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"I pass forth into light--I find myself
Beneath a weeping birch (most beautiful
Of forest trees, the Lady of the Woods)"
~ The Picture or the Lover’s Resolution’, Samuel Taylor Coleridge (1772-1834)
Arbor Day is celebrated worldwide on various dates, and in the northern hemisphere most often in April and May, marked by the planting of trees in the spring time. One of the first trees to come into leaf, birch trees are long associated with the emergence of spring and fertility. The fires of the celebrations of upcoming Beltane, which marks the second half of the Celtic year were ritually made of birch and oak, with a birch tree often used as living maypole. According to Scottish Highland folklore, barren cows herded with a birch stick would become fertile, or already pregnant cows would be protected to bear healthy calves. The Gaelic word for birch (Beithe) is widespread in Highland place names such as Glen an Beithe in Argyll, Loch a Bhealaich Bheithe in Inverness-shire, and Beith in Sutherland. Birch tree wine, a spirit still produced in the Highlands, begins with the tapping of Birch trees when the sap rises during the very short period when it can be harvested. 🌳
The Spanish village of Mondoñedo held the first documented arbor plantation festival in the world organized by its mayor in 1594. The place is known today as Alameda de los Remedios and remains planted with lime and horse-chestnut trees.
Today, many countries celebrate arbor day, usually in the spring. The customary observance is to plant a tree. On the first Arbor Day in the United States, April 10, 1872, an estimated one million trees were planted.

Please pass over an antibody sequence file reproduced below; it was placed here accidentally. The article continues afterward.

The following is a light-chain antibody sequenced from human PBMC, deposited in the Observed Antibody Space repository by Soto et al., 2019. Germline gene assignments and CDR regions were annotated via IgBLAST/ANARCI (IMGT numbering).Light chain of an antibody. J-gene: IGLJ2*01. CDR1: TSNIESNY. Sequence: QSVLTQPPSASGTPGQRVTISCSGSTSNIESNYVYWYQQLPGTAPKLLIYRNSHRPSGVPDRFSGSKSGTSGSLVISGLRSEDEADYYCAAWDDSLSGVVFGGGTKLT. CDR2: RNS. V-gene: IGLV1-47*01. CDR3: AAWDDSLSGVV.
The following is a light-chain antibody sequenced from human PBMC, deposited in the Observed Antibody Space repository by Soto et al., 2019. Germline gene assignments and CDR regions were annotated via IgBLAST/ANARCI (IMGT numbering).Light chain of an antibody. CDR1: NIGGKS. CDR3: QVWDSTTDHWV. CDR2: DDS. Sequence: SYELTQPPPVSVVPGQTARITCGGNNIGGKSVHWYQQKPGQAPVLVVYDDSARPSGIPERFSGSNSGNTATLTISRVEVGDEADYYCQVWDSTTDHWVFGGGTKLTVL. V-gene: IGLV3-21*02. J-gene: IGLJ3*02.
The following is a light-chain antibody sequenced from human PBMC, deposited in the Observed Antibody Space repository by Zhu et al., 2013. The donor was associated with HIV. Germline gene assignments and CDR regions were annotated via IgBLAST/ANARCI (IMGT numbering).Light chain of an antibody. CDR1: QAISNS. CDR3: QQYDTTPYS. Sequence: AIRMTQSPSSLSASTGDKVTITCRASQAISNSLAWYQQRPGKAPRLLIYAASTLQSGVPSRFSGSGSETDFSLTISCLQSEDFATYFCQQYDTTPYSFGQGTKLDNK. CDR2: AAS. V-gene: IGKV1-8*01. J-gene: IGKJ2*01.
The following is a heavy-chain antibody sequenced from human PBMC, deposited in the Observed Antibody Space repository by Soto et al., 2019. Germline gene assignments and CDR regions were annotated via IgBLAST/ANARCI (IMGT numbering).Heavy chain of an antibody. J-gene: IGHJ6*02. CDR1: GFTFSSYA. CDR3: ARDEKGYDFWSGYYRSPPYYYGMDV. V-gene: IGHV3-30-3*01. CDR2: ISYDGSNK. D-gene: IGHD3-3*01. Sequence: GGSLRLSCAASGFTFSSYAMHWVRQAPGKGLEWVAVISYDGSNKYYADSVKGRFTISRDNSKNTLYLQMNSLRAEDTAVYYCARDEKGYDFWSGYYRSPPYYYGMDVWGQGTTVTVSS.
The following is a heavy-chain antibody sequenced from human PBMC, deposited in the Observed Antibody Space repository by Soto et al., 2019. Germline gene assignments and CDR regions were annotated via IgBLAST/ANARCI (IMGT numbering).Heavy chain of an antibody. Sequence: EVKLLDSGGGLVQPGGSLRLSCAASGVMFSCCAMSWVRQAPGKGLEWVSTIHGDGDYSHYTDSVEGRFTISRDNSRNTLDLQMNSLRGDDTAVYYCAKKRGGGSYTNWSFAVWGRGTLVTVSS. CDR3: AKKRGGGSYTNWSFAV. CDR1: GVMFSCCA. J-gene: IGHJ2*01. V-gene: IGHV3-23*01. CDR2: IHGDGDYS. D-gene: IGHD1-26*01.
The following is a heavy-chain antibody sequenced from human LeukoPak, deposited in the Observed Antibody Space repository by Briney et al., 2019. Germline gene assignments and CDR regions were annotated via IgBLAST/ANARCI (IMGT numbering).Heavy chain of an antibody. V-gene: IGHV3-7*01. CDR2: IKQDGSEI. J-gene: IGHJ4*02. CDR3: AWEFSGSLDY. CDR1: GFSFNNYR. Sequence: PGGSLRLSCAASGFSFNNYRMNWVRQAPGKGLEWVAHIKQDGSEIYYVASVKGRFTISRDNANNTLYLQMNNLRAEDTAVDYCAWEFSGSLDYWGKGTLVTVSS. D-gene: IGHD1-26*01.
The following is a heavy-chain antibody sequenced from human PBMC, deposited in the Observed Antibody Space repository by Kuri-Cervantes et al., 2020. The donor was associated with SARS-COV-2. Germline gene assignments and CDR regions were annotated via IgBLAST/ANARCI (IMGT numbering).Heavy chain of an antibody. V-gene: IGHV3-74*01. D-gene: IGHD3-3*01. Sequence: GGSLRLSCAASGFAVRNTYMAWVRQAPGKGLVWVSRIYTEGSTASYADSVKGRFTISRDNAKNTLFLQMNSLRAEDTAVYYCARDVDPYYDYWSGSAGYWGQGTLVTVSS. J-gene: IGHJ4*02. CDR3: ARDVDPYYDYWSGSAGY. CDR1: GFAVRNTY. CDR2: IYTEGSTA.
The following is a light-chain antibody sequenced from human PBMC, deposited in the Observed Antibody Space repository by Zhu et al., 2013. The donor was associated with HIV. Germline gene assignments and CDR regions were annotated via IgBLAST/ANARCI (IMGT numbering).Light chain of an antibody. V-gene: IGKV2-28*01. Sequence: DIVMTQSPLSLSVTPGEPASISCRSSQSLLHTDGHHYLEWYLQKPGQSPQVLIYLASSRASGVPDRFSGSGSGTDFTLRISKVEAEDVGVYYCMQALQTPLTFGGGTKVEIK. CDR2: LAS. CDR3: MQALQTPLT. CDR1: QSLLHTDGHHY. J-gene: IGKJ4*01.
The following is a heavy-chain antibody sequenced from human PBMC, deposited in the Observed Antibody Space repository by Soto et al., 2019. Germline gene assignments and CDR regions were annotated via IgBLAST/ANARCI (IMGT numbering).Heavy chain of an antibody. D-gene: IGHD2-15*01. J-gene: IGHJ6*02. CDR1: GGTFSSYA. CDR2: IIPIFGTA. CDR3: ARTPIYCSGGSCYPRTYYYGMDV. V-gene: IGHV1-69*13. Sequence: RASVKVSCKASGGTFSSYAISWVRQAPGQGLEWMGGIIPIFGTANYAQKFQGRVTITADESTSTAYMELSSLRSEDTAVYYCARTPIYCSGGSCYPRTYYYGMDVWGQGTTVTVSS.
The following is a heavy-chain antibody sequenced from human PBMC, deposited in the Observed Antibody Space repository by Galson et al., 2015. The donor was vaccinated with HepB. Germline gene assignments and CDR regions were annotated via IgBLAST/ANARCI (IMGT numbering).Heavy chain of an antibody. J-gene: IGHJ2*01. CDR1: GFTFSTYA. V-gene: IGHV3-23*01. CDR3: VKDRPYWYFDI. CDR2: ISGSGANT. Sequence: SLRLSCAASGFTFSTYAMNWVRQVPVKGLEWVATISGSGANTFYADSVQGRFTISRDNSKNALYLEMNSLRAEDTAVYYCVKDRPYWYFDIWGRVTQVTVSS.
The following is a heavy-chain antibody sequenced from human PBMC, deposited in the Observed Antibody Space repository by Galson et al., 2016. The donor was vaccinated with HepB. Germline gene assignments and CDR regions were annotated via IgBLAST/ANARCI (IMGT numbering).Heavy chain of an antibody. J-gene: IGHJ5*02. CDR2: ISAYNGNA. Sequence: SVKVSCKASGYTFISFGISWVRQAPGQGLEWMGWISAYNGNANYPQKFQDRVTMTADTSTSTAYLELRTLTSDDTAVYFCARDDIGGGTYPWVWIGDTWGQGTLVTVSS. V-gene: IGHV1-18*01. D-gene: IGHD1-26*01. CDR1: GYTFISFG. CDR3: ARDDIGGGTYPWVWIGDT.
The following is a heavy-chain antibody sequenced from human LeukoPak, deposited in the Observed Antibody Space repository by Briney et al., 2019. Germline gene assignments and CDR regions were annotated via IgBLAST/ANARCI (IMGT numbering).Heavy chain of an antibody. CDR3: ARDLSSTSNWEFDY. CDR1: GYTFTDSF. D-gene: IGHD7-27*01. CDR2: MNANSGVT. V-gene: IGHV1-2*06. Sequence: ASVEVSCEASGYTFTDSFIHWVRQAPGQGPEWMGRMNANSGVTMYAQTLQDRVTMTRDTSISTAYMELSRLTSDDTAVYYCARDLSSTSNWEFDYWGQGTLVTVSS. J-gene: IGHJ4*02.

By designer, Carol A.L. Martin, this tartan evokes the colours and setting of the magical white birch.
Asymmetrical lines represent the tapering trunk of the tree and the expanding crown. The colors used represent the bark of the tree, the colour on the underside of the bark, the earth below, the new spring leaves, the mature leaves, the dark shadows and blue sky.
Birch flowers are pollinated by the wind, and hundreds of seeds are produced by each catkin. These rely on the wind once more for their dispersal. A large birch tree may produce up to a million seeds each year, though only a small fraction of these will germinate.
Only three species of birch grow in Britain - the Dwarf Birch, the Downy Birch and the Silver Birch. The Dwarf Birch is restricted largely to the Scottish moorlands. The Downy Birch (Haarbirke) is far more widespread and prefers the cold, wet acid soils of the uplands. And the Silver Birch (Gemeine Birke) prefers the drier soils and is also widespread.
To learn more about the Scottish folklore and rituals of the White Birch, including a recipe for birch wine, click the beautiful silver birches.